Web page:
Free Trade between Mexico and the United States?

By Sidney Weintraub | Go to book overview

CHAPTER FOUR
Mexican Trade Policy

MEXICAN trade policy is not constant in that efforts to reduce import restrictions with the goal of improving industrial competitiveness have given way to renewed protectionism at times of balance-of-payments crisis. The years 1982 and 1983 were times of such financial crisis and, hence, of restrictive import policy.


Patterns of Imports and Exports

As a result of Mexico's past policy of industrialization and the heavy emphasis placed on import substitution, Mexican merchandise imports are composed mainly of industrial inputs and capital goods (table 4-1). These two categories normally make up between 80 and 90 percent of the value of total Mexican imports.1 This industrialization policy was made effective by Mexico's system of protection against imports. Since 1947 import licenses have supplemented to shield domestic production against competition from outside, and by the 1970s, import

____________________
1
For data on Mexico's foreign trade with countries other than the United States or with the world as a whole, the sources generally used are the Banco de México or the International Monetary Fund, which obtains its data from Mexican authorities. However, the IMF and the Banco de México differ in their presentation of trade data. The merchandise trade account in the IMF data includes nonmonetary gold and silver trade, whereas the Banco de México's publication, Indicadores Económicos, shows this separately. The IMF data are on a free-on-board basis both for imports and exports since 1971, whereas Indicadores showed imports including cost, insurance, and freight until recently. The IMF merchandise trade deficit figures tend to be larger than those in the Indicadores. My source for U.S. data on bilateral U.S.-Mexican trade is the U.S. Bureau of the Census, and these figures differ from those reported by the Banco de México. However, although precise trade figures differ according to the source used, the conclusions would not.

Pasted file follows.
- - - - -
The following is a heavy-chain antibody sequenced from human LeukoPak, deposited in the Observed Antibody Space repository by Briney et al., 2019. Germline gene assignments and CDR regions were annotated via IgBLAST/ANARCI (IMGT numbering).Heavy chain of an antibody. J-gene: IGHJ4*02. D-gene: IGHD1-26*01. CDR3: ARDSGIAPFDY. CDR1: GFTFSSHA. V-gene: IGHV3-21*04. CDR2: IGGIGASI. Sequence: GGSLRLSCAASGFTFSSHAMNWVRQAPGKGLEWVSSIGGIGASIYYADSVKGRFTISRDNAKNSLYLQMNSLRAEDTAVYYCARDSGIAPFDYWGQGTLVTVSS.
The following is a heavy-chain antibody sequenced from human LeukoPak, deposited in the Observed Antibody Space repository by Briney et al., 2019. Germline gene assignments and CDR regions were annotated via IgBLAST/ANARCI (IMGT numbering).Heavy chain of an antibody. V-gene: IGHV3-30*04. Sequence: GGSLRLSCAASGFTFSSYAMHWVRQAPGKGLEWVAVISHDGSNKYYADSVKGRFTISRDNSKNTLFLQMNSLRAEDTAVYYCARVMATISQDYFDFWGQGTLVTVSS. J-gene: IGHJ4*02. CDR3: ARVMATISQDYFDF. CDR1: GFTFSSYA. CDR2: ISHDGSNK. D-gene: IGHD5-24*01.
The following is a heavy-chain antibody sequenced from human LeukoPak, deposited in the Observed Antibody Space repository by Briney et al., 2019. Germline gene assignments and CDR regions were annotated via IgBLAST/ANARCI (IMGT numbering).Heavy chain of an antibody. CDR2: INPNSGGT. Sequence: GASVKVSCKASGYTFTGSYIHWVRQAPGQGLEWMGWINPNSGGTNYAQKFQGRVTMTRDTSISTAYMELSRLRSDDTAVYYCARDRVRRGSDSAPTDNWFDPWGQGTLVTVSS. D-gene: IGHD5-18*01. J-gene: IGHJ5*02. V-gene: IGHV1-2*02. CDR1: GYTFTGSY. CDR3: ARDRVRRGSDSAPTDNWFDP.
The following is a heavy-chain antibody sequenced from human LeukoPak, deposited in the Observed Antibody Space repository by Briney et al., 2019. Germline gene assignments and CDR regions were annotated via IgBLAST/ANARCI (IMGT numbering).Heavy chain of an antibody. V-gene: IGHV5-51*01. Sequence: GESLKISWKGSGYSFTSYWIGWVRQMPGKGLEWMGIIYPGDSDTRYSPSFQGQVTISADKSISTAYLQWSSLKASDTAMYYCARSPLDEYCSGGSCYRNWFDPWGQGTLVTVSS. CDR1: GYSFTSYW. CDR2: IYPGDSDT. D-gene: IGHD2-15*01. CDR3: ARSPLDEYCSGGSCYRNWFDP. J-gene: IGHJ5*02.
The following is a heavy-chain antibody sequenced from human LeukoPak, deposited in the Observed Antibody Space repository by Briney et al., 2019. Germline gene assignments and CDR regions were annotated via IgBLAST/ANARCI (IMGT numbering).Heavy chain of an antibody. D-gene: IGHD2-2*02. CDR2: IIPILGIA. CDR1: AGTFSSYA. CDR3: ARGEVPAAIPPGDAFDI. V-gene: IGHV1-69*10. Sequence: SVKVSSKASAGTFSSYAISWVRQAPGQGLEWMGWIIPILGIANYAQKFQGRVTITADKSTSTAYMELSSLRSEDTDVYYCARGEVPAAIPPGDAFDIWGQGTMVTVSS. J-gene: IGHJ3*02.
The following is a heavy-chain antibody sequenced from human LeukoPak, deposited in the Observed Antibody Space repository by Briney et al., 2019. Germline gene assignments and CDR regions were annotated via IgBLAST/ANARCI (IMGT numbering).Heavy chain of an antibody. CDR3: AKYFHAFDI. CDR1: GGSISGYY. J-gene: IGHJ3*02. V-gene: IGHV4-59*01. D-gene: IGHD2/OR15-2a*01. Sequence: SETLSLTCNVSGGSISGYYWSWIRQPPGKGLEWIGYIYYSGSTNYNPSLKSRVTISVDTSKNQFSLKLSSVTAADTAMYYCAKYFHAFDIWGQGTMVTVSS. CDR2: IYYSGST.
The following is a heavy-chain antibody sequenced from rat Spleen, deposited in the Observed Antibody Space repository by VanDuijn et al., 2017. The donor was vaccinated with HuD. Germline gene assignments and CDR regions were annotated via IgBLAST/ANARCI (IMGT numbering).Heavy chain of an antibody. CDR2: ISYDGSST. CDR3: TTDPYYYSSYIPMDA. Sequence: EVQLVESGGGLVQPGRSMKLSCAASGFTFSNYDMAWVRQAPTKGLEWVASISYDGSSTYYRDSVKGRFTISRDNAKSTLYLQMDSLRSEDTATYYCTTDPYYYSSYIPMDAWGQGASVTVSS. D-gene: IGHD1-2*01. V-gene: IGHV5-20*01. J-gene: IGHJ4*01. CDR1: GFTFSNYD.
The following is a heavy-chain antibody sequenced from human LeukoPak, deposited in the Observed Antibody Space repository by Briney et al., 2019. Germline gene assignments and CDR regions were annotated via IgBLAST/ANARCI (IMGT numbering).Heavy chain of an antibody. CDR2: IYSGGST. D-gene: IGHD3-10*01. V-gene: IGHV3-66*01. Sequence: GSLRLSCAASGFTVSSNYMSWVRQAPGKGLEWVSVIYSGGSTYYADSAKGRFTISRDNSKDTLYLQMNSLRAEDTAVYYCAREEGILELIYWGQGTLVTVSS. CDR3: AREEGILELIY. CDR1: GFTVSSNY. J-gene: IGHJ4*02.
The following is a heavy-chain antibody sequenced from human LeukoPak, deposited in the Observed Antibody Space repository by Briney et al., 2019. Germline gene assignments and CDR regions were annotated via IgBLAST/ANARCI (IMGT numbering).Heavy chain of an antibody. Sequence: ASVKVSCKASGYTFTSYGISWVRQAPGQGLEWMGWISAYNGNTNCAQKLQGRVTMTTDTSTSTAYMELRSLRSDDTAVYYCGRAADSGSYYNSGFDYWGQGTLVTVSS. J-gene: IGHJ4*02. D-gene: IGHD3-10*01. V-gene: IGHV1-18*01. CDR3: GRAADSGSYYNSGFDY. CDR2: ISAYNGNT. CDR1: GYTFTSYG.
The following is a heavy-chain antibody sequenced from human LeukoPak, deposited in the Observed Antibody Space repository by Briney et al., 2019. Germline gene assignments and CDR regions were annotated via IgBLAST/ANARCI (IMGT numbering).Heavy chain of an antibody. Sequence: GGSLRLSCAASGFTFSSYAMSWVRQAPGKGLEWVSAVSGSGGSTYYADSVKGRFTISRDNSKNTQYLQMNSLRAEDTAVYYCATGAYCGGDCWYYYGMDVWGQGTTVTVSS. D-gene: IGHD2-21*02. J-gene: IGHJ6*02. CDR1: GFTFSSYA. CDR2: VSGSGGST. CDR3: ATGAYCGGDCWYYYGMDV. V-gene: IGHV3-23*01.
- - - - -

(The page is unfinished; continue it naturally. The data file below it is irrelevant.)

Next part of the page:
-66-

Notes for this page

Add a new note
If you are trying to select text to create highlights or citations, remember that you must now click or tap on the first word, and then click or tap on the last word.
One moment ...
Default project is now your active project.
Project items

Items saved from this book

This book has been saved
Highlights (0)
Some of your highlights are legacy items.

Highlights saved before July 30, 2012 will not be displayed on their respective source pages.

You can easily re-create the highlights by opening the book page or article, selecting the text, and clicking “Highlight.”

Citations (0)
Some of your citations are legacy items.

Any citation created before July 30, 2012 will labeled as a “Cited page.” New citations will be saved as cited passages, pages or articles.

We also added the ability to view new citations from your projects or the book or article where you created them.